Last week in The New York Times, a spate of network TV executives decried Nielsen over the missing young men crisis of last fall, saying that improved ratings for that demographic over the past few quarters actually proved to be incriminating for the measurement monopoly, which they believe had been making adjustments to its flawed methodology all the way.
A new report from media consultancy Magna Global USA, "Primetime Viewing Among Young Men Revisited," points the finger elsewhere--namely at the US networks' programming and the young men themselves, which it refers to as "flukey."
In last week's Times article, executives took Nielsen to task for last autumn's major ratings drop-offs among men ages 18-34 (which were at one point down roughly 14 percent), saying that such sizable drops were unprecedented, and that Nielsen ratings tend to move glacially.
"This is not unprecedented, and these numbers don't move glacially," said Magna Global's research chief Steve Sternberg in a rebuttal. "Young men's TV usage is flukey. As we've seen a number of times, it is always driven by what is on the air."
Sternberg's report points out that since the beginning of the season, when the networks aired a host of programmes aimed primarily at women, men--particularly the younger 18-24 segment--have gradually returned to the networks as shows like "The Apprentice, "Simple Life 2," and the "Last Comic Standing 2" took off in the second half of the season.
The report also digs into the heart of the ratings declines, which Sternberg says appear worse than they really are. While ratings are down 9 percent for men ages 18-24 versus last season, total usage numbers for that demographic have dipped from 25 percent to 23 percent, or just two percentage points. "In other words, men 18-24 television usage was extremely low to begin with," says the report.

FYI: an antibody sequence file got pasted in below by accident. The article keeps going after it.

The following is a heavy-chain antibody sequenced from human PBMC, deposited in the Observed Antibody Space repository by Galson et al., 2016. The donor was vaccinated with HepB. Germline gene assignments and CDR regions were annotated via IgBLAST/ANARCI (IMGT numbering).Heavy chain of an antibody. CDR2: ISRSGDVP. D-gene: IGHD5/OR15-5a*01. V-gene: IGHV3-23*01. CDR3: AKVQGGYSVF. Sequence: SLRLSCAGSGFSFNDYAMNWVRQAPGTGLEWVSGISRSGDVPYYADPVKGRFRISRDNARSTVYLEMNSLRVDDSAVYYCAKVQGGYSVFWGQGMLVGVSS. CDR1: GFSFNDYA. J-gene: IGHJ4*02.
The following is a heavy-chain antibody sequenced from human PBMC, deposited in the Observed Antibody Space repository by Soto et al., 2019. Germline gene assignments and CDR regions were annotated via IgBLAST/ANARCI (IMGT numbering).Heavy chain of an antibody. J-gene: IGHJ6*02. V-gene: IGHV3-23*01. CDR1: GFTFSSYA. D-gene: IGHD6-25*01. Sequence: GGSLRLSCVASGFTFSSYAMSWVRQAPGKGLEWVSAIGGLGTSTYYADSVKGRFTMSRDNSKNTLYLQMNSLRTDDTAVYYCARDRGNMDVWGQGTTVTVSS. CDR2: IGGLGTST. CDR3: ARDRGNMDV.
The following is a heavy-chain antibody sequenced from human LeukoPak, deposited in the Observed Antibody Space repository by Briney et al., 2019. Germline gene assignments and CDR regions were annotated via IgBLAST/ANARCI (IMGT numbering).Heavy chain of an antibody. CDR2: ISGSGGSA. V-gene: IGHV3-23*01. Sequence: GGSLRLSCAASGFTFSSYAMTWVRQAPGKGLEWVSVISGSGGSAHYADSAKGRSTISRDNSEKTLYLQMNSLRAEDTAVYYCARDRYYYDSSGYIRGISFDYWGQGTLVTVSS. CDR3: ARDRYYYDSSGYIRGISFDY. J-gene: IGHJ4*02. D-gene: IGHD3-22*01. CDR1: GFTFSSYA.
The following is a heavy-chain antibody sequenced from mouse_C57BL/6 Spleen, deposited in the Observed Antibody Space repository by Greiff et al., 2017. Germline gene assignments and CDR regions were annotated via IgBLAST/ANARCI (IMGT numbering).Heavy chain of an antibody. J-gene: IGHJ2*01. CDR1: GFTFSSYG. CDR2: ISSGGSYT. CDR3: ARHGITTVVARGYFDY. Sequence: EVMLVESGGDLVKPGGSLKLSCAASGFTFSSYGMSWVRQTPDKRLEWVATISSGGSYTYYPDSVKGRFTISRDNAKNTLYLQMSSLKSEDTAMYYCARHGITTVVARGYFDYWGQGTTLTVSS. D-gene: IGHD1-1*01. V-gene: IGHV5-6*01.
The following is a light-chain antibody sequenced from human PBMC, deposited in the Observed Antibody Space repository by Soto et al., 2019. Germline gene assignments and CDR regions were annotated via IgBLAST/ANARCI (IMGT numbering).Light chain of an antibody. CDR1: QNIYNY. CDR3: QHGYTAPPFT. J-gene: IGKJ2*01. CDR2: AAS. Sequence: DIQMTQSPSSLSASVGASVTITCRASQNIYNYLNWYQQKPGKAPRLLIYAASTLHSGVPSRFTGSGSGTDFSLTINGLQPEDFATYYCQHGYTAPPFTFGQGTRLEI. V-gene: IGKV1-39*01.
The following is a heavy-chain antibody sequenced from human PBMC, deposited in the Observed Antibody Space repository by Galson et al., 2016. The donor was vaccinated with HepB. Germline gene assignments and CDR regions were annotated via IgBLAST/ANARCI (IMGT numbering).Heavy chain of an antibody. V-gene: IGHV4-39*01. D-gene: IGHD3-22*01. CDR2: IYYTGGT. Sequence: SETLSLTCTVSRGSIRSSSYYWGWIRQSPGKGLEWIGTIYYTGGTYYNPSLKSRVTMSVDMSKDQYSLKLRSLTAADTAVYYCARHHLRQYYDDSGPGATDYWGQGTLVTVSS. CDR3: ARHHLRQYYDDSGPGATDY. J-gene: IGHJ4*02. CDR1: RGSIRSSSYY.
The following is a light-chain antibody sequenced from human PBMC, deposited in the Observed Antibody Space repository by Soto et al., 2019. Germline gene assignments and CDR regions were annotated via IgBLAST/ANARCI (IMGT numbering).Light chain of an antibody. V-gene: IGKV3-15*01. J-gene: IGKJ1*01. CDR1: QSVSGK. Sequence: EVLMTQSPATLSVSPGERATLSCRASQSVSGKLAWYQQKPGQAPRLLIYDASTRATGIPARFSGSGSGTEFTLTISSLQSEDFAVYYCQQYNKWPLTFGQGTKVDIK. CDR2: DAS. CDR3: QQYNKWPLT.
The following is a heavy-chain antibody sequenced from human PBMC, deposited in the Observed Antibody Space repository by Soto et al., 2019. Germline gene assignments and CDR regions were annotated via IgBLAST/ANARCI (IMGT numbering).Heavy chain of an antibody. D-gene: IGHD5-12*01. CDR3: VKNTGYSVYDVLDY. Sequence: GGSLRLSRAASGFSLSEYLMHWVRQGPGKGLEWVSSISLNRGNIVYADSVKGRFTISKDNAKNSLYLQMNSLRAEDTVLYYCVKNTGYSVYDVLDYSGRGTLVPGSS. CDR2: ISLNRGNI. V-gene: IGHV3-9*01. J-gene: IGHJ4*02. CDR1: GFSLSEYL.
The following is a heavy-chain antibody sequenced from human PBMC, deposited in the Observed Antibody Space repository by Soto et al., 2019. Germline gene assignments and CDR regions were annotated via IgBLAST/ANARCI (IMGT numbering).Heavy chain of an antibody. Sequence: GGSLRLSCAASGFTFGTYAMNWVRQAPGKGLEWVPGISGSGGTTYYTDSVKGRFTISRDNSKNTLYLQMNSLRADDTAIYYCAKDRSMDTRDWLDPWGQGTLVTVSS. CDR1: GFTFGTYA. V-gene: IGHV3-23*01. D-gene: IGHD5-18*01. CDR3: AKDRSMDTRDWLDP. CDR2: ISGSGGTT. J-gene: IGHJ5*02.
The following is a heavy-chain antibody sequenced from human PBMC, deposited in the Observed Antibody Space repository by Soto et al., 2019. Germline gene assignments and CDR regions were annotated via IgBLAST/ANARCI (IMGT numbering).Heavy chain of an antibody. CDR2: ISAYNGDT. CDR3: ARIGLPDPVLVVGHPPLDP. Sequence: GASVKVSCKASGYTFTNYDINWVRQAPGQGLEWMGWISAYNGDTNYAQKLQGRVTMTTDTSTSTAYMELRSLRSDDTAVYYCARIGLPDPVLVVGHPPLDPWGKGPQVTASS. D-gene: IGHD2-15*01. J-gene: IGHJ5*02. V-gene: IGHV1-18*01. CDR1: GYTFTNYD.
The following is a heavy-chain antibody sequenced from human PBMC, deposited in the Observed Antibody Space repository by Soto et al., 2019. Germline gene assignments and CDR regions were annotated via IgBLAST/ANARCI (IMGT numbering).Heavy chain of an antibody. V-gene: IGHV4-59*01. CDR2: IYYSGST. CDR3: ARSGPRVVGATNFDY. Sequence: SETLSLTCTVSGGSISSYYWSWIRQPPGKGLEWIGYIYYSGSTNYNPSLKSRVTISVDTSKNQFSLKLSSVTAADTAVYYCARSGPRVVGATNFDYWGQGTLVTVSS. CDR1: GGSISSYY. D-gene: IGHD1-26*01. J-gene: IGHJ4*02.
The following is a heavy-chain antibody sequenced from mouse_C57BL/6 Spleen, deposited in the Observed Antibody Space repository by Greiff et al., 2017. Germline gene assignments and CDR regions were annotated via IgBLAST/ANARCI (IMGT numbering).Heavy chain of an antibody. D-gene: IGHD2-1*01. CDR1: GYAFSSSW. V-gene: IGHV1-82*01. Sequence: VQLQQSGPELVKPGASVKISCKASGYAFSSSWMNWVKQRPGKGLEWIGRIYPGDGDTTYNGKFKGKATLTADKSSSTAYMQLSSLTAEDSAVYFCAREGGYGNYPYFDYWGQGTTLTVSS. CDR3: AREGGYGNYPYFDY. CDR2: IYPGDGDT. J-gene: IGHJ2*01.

In total, US men ages 18-24 are watching a half-hour less TV than last season and only 19 fewer minutes of network TV, says Sternberg--not entirely unusual for a demographic that has demonstrated similar volatility in recent years. While the networks scramble to bring back some of these migrated males, cable--which
more often specifically caters to their interest--is gaining. Ratings for men ages 18-34 are up 14 percent in the third quarter on ad-supported cable, according to the report.
Cable shows like "Rescue Me" and "Stargate: SG-1" seem to prove that if you programme, men will watch. "People don't watch network television simply because it is there," said Sternberg. "It's got to have programming they want to watch."